Fog. Cold. Spiders. Long straightaways. Three locks in one day.
And yet, quite fun!
We’ve entered the man-made segment of the inland waterway section of The Great Loop, heading downstream again for the first time in 20 days. It’s the most relaxing part of the trip so far – notwithstanding a cold morning without heat, a fog delay, some big spider sightings, and worries about multiple locks.
Shortly after leaving Grand Harbor, we entered the Tennessee-Tombigbee Waterway (the TennTom), starting with the 29-mile Divide Cut that follows the Alabama-Mississippi border. “The cut” connects the Tennessee River with the Tombigbee River. It took eight years to create and allows Loopers to avoid the Lower Mississippi. (Most do.) No stopping is allowed here. It’s quite an engineering marvel.
You wouldn’t think a man-made canal would be much fun, but it was! We saw deer, fox, and cows on the bank. A train passing overhead tooted at us, just for fun. We passed just one barge. The 41 miles from Grand Harbor Marina to our anchorage at Bay Springs was so relaxing, I even read a book.
We anchored within sight of Whitten Lock, the first of 11 locks we will encounter before we reach the Gulf. Since the water was warm, we dove under the boat to see if we could do some underwater work. (Jeff needs to add a metal gizmo to the prop to help reduce saltwater corrosion, which is a concern later.) Nope. The water was too murky. That task will have to wait for another day.
We got a visit, by paddle board and kayak, from fellow Loopers on Legasea, anchored nearby. I took the dinghy to shore to find a signal, and also found some huge spiders. (We have spiders on the boat, and I’m pretty sure they’re biting me, but they aren’t big.) I hustled back just before darkness. I can’t get used to this 6 p.m. sunset! It really limits your options when living on a boat. To think that it will get earlier and earlier! The heater stopped working during the night, so we woke to a chilly 41-degree morning. Jeff fixed the problem quickly. We also woke to fog, so waited for it to lift before calling the nearby lock. The lockmaster gave us an immediate “ok” for lock-down. We were under way within 10 minutes and inside the lock soon after, joined by another Looper boat that we hadn’t met before. We led the way through all three locks today.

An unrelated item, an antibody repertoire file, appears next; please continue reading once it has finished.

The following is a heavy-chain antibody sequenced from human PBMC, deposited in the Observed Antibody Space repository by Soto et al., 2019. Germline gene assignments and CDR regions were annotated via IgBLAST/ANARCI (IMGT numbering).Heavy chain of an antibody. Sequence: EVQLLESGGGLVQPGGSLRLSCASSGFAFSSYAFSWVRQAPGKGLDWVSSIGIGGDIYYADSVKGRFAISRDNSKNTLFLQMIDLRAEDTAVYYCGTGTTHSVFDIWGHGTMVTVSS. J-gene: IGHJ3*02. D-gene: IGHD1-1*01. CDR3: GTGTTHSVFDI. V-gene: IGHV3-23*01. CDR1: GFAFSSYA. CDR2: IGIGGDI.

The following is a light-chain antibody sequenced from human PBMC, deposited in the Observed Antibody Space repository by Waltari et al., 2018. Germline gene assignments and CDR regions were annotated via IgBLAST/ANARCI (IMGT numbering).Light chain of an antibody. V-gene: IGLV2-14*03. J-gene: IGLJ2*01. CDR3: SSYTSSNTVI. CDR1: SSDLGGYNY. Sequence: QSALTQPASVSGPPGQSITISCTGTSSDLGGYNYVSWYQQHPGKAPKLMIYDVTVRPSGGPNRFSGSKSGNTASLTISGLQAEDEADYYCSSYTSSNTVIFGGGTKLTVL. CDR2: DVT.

I admit I was concerned about going through three locks in a day. With any lock, you can be delayed by tow barges–sometimes by hours. You can end up setting anchor in the dark. We know some who have.
But not us. Not today. All three lock passages went smoothly and quickly. In fact, after the big and often dramatic locks of the Illinois and Mississippi, it was downright easy! But we know we shouldn’t become complacent. Another challenge is sure to come. We know of people who took eight or even 12 hours to do this 20-mile segment. It took us just four. Fortune is following us lately.
I even got a jog in today. A rare pleasure – well, maybe not pleasure. More like necessity. 😉
We sit in Midway Marina tonight, enjoying the companionship of both locals and Loopers as we prepare to push further south. We are about 400 miles from the Gulf of Mexico. That sounds far to me, until I remember that we traveled almost that far through Lake Superior before we even got to The Loop. And we’ve come more than 1,700 miles since leaving Huron Bay. What’s another 400? Well, we’ll see, won’t we!